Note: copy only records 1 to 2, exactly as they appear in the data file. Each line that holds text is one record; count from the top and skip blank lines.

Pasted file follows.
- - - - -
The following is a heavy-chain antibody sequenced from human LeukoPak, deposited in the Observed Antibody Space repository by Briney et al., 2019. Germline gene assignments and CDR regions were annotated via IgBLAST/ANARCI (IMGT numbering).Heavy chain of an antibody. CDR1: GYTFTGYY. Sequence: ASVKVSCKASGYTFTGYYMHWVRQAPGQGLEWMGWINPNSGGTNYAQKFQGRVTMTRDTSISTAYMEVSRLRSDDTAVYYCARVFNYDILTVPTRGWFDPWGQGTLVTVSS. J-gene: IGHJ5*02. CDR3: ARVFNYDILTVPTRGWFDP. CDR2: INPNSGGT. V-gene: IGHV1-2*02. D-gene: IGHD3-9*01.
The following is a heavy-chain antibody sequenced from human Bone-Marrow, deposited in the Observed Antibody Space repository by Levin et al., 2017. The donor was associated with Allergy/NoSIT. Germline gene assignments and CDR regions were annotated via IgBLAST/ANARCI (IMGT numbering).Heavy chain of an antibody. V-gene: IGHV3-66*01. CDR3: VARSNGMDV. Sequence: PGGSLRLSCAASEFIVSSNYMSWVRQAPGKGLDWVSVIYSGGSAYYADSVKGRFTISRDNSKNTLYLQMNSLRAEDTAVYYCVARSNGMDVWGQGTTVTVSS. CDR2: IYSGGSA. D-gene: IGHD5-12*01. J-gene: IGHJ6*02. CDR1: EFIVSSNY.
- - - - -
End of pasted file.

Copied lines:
The following is a heavy-chain antibody sequenced from human LeukoPak, deposited in the Observed Antibody Space repository by Briney et al., 2019. Germline gene assignments and CDR regions were annotated via IgBLAST/ANARCI (IMGT numbering).Heavy chain of an antibody. CDR1: GYTFTGYY. Sequence: ASVKVSCKASGYTFTGYYMHWVRQAPGQGLEWMGWINPNSGGTNYAQKFQGRVTMTRDTSISTAYMEVSRLRSDDTAVYYCARVFNYDILTVPTRGWFDPWGQGTLVTVSS. J-gene: IGHJ5*02. CDR3: ARVFNYDILTVPTRGWFDP. CDR2: INPNSGGT. V-gene: IGHV1-2*02. D-gene: IGHD3-9*01.
The following is a heavy-chain antibody sequenced from human Bone-Marrow, deposited in the Observed Antibody Space repository by Levin et al., 2017. The donor was associated with Allergy/NoSIT. Germline gene assignments and CDR regions were annotated via IgBLAST/ANARCI (IMGT numbering).Heavy chain of an antibody. V-gene: IGHV3-66*01. CDR3: VARSNGMDV. Sequence: PGGSLRLSCAASEFIVSSNYMSWVRQAPGKGLDWVSVIYSGGSAYYADSVKGRFTISRDNSKNTLYLQMNSLRAEDTAVYYCVARSNGMDVWGQGTTVTVSS. CDR2: IYSGGSA. D-gene: IGHD5-12*01. J-gene: IGHJ6*02. CDR1: EFIVSSNY.